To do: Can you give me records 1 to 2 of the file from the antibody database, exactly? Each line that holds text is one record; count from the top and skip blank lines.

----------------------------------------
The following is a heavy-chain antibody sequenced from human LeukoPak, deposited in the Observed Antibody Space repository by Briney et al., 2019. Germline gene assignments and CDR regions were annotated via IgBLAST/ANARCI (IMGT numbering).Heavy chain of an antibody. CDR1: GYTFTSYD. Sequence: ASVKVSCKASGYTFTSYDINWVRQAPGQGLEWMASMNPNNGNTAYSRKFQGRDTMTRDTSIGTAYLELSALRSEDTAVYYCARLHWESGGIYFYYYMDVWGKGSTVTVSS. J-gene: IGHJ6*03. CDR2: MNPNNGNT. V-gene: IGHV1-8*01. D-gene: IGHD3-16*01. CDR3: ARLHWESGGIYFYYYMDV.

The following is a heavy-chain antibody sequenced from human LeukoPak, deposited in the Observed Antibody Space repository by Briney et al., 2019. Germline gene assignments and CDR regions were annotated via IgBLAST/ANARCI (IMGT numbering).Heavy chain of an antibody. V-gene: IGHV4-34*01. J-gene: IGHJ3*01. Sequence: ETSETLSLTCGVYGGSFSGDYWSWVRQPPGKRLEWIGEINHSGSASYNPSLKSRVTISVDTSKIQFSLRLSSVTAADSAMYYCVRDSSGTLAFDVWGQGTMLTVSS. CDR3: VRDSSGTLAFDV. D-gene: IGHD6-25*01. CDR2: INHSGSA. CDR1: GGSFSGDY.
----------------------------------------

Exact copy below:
The following is a heavy-chain antibody sequenced from human LeukoPak, deposited in the Observed Antibody Space repository by Briney et al., 2019. Germline gene assignments and CDR regions were annotated via IgBLAST/ANARCI (IMGT numbering).Heavy chain of an antibody. CDR1: GYTFTSYD. Sequence: ASVKVSCKASGYTFTSYDINWVRQAPGQGLEWMASMNPNNGNTAYSRKFQGRDTMTRDTSIGTAYLELSALRSEDTAVYYCARLHWESGGIYFYYYMDVWGKGSTVTVSS. J-gene: IGHJ6*03. CDR2: MNPNNGNT. V-gene: IGHV1-8*01. D-gene: IGHD3-16*01. CDR3: ARLHWESGGIYFYYYMDV.

The following is a heavy-chain antibody sequenced from human LeukoPak, deposited in the Observed Antibody Space repository by Briney et al., 2019. Germline gene assignments and CDR regions were annotated via IgBLAST/ANARCI (IMGT numbering).Heavy chain of an antibody. V-gene: IGHV4-34*01. J-gene: IGHJ3*01. Sequence: ETSETLSLTCGVYGGSFSGDYWSWVRQPPGKRLEWIGEINHSGSASYNPSLKSRVTISVDTSKIQFSLRLSSVTAADSAMYYCVRDSSGTLAFDVWGQGTMLTVSS. CDR3: VRDSSGTLAFDV. D-gene: IGHD6-25*01. CDR2: INHSGSA. CDR1: GGSFSGDY.